Our methods at this point are simple and straightforward, and are paying rich dividends in cost reduction, pollution prevention, and employee safety and health.
The process by which Monaco Coach eliminated the use of toxic and flammable solvents like acedonte by replacing it with a water based product called Polychem Acrastrip. The combination of the use of this product with the innovative methods created by Monaco for its effective use, eliminated hazardous waste and improved the safety in the workplace.
Toyota Motor Manufacturing, Indiana, Inc. (TMMI) has an ultimate goal of eliminating waste from our production facility by reducing, reusing or recycling all waste generated. Since 2000, TMMI has reduced waste 53% per vehicle. Specifically, waste generation in the past two years has decreased 34% per vehicle. The reduction amounts to an annual waste minimization of 4,600,000 lb. Focusing on pollution prevention and waste minimization, TMMI has implemented many kaizens during the past year, but ferric sulfate reduction in our wastewater treatment plant involved many operators, utilized the Toyota 8-Step Problem Solving method. Modification of wastewater treatment plant’s process and standardized work resulted in a 890,000 lb/year waste reduction and an annual cost savings of approximately $115,000.
GDC. Inc. has developed a new product called Enduraprene (TM) that utilizes a patented process to blend recycled tire materials with recycled plastics. This process creates a product that is made for recycled materials but performs like virgin materials. GDC has grown the market for this material to about 4 million lbs of recycled tire and plastic annually in the course of two years.
One person's passion, followed by invitations to others wanting expanded and more convenient opportunities to recycle, developed into a 154 member cooperative over the past 18 months. In an effort to recycle a variety of items, supplementing the opportunities provided by the Orange County Solid Waste Management to recycle cardboard, newspaper, and plastic, several people came together to form a board for the Orange County Recycling Cooperative, Inc. in 2006. The Grand Opening of the recycling center was in May, 2007, allowing families and businesses to recycle the following items day or night: Cardboard; plastic #1 & 2; newspaper; mixed paper; junk mail; magazines, catalogs; tin; aluminum; scrap metal; books; film; plastic, plastic bags; bubble wrap, shredded paper; packing peanuts; appliances; techno trash; and car batteries.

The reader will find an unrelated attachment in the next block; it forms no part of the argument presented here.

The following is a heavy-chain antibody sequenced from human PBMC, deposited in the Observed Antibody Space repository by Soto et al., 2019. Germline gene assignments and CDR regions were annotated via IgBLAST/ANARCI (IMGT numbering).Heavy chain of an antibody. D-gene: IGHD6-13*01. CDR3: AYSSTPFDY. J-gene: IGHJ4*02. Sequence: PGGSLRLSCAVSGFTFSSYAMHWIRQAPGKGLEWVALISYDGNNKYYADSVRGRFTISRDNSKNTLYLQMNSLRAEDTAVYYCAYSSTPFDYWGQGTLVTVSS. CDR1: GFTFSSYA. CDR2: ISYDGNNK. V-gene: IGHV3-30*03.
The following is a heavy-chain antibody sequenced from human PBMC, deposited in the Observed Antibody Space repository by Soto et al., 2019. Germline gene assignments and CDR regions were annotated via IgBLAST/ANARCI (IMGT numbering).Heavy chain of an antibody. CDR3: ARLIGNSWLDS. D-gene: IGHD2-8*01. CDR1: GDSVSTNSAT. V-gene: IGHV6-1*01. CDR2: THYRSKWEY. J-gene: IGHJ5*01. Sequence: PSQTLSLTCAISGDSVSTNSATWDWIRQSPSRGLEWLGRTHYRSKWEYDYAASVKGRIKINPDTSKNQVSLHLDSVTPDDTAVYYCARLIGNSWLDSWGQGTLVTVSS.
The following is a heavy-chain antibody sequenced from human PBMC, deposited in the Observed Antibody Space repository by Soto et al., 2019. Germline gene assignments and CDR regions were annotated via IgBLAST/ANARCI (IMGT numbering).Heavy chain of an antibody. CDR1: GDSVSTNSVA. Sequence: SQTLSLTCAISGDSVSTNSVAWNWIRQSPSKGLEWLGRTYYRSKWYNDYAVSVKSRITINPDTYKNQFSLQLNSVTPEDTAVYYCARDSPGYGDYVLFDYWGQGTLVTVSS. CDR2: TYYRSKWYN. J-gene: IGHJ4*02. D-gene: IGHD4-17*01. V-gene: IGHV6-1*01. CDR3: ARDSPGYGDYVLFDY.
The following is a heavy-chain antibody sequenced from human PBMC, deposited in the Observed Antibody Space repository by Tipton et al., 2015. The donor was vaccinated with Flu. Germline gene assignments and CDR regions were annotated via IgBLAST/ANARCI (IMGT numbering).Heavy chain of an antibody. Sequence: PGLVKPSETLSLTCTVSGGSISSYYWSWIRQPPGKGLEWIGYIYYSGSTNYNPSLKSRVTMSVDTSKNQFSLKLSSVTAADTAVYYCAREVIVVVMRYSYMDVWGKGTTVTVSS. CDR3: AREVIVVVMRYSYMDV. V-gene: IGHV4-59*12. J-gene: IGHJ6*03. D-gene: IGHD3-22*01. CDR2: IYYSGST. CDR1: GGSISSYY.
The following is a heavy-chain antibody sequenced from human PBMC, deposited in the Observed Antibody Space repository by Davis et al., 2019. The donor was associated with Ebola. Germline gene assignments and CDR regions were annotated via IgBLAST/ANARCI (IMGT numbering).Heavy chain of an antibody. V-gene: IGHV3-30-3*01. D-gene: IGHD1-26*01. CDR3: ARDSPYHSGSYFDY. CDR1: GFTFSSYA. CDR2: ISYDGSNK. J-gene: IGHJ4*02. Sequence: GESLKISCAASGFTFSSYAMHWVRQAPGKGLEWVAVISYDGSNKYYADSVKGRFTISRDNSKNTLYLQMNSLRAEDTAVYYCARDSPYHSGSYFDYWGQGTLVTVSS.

Opening a store to sell items people want to keep out of the landfill has been so successful that the sales pay our bills! A matching grant from IDEM allowed the Co-op to purchase equipment for starting up the business. Many members have volunteered many hours working at the recycling center that has become a gathering place, developing a sense of community.
The Green Tech Transfer and Recycling, LLC (Green Tech) is located on the former Stedebaker Plant 7 facility in South Bend, Green Tech is a reuse/recycling and transfer station for concrete, construction debris, cardboard, white goods, metals, paper, plastics, glass, aluminum cans, computers and other reusable materials to reduce dependency on landfills. Green Tech property was itself recycled by its parent company, Mother Earth LLC, from the abandoned 33-acre former Studebaker Plant 8 Facility. Conversion of the abandoned 750,000 square foot building into an 85,000 square foot building by demolition was completed with only 1% of the materials disposed of in a landfill and with 99% of the demolition materials being reused or recycled.